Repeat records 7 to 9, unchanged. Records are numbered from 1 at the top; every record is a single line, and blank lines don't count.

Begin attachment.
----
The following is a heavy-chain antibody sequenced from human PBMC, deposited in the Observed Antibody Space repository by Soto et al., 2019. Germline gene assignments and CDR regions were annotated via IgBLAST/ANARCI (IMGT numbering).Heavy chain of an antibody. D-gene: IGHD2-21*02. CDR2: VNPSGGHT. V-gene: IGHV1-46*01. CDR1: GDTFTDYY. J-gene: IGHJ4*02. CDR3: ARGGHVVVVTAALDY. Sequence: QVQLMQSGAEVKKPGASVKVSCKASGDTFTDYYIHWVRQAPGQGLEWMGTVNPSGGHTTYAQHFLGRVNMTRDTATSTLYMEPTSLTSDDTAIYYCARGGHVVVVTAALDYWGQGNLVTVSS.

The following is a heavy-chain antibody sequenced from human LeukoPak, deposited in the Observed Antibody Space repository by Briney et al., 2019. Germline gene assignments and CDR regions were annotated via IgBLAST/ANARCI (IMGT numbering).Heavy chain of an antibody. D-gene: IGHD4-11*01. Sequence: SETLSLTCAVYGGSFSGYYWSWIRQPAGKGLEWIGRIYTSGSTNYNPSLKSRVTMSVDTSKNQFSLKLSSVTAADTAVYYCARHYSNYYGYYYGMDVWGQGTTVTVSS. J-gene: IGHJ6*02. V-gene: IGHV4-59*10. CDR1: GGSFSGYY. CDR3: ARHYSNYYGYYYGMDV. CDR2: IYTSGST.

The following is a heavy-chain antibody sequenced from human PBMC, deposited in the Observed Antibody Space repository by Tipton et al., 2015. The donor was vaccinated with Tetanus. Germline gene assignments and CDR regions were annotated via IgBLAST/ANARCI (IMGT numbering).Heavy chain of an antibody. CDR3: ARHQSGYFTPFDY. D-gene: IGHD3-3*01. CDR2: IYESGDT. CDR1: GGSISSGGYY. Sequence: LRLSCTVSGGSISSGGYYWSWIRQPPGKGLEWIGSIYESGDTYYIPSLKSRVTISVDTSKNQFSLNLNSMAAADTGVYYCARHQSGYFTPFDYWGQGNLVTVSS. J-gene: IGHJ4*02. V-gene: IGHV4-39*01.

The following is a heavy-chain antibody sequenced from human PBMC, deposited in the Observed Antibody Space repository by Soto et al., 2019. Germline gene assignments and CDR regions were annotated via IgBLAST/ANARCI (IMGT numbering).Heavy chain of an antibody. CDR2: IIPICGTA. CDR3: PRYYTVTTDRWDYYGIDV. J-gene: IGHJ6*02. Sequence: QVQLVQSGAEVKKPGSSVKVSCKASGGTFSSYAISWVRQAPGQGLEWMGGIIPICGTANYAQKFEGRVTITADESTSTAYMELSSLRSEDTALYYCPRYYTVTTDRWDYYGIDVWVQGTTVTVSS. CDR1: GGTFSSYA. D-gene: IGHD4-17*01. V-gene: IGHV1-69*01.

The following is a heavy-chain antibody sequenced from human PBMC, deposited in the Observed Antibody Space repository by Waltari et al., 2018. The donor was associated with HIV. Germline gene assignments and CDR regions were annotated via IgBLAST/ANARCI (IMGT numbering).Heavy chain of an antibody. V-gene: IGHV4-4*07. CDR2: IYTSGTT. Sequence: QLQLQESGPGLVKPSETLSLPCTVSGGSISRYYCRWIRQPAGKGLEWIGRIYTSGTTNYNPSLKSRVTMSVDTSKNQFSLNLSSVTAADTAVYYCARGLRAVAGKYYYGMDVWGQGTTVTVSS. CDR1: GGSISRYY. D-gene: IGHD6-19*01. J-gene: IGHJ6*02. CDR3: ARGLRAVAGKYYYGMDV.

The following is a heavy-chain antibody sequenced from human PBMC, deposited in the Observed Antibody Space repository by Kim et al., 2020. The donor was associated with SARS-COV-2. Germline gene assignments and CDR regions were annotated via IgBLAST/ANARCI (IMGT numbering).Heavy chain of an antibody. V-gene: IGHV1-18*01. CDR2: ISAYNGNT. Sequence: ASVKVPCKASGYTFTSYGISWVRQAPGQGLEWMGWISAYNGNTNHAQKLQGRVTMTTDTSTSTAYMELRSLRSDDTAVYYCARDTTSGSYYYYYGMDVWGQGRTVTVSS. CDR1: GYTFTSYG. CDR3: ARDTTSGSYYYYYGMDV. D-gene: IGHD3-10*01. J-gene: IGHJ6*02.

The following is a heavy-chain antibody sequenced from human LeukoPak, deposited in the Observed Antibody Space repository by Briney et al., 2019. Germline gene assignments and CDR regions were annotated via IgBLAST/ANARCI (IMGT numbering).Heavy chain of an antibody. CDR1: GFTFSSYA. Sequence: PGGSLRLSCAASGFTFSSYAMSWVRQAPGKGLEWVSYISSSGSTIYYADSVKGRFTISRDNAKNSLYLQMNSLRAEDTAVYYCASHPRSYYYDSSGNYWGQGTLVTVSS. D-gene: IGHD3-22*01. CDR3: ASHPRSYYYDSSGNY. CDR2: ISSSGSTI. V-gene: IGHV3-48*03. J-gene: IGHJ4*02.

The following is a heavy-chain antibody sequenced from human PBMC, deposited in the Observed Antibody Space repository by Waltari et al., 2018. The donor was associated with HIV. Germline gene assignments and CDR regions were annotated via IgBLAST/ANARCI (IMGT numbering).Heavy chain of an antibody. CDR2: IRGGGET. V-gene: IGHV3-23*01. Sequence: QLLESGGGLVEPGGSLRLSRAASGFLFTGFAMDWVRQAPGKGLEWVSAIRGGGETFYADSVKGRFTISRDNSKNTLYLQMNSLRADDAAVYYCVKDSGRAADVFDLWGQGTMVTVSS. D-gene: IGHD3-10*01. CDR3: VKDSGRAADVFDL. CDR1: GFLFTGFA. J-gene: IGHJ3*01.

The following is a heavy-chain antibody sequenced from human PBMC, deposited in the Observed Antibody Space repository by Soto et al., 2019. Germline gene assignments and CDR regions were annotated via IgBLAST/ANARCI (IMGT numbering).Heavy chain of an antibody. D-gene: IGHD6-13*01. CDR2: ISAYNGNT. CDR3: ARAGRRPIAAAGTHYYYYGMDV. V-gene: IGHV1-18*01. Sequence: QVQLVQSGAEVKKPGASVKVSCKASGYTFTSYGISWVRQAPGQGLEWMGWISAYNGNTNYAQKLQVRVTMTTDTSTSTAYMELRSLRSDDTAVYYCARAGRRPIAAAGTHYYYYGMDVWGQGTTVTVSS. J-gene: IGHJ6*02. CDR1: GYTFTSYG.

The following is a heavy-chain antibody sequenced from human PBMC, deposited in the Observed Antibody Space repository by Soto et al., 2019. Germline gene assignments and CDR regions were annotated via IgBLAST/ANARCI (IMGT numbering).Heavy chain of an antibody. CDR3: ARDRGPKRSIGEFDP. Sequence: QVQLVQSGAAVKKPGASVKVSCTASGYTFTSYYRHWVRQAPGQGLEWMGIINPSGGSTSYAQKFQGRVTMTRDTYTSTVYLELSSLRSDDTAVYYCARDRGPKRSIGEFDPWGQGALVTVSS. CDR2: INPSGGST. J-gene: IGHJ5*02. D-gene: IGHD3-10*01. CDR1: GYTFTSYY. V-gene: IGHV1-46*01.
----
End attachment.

The following is a heavy-chain antibody sequenced from human LeukoPak, deposited in the Observed Antibody Space repository by Briney et al., 2019. Germline gene assignments and CDR regions were annotated via IgBLAST/ANARCI (IMGT numbering).Heavy chain of an antibody. CDR1: GFTFSSYA. Sequence: PGGSLRLSCAASGFTFSSYAMSWVRQAPGKGLEWVSYISSSGSTIYYADSVKGRFTISRDNAKNSLYLQMNSLRAEDTAVYYCASHPRSYYYDSSGNYWGQGTLVTVSS. D-gene: IGHD3-22*01. CDR3: ASHPRSYYYDSSGNY. CDR2: ISSSGSTI. V-gene: IGHV3-48*03. J-gene: IGHJ4*02.

The following is a heavy-chain antibody sequenced from human PBMC, deposited in the Observed Antibody Space repository by Waltari et al., 2018. The donor was associated with HIV. Germline gene assignments and CDR regions were annotated via IgBLAST/ANARCI (IMGT numbering).Heavy chain of an antibody. CDR2: IRGGGET. V-gene: IGHV3-23*01. Sequence: QLLESGGGLVEPGGSLRLSRAASGFLFTGFAMDWVRQAPGKGLEWVSAIRGGGETFYADSVKGRFTISRDNSKNTLYLQMNSLRADDAAVYYCVKDSGRAADVFDLWGQGTMVTVSS. D-gene: IGHD3-10*01. CDR3: VKDSGRAADVFDL. CDR1: GFLFTGFA. J-gene: IGHJ3*01.

The following is a heavy-chain antibody sequenced from human PBMC, deposited in the Observed Antibody Space repository by Soto et al., 2019. Germline gene assignments and CDR regions were annotated via IgBLAST/ANARCI (IMGT numbering).Heavy chain of an antibody. D-gene: IGHD6-13*01. CDR2: ISAYNGNT. CDR3: ARAGRRPIAAAGTHYYYYGMDV. V-gene: IGHV1-18*01. Sequence: QVQLVQSGAEVKKPGASVKVSCKASGYTFTSYGISWVRQAPGQGLEWMGWISAYNGNTNYAQKLQVRVTMTTDTSTSTAYMELRSLRSDDTAVYYCARAGRRPIAAAGTHYYYYGMDVWGQGTTVTVSS. J-gene: IGHJ6*02. CDR1: GYTFTSYG.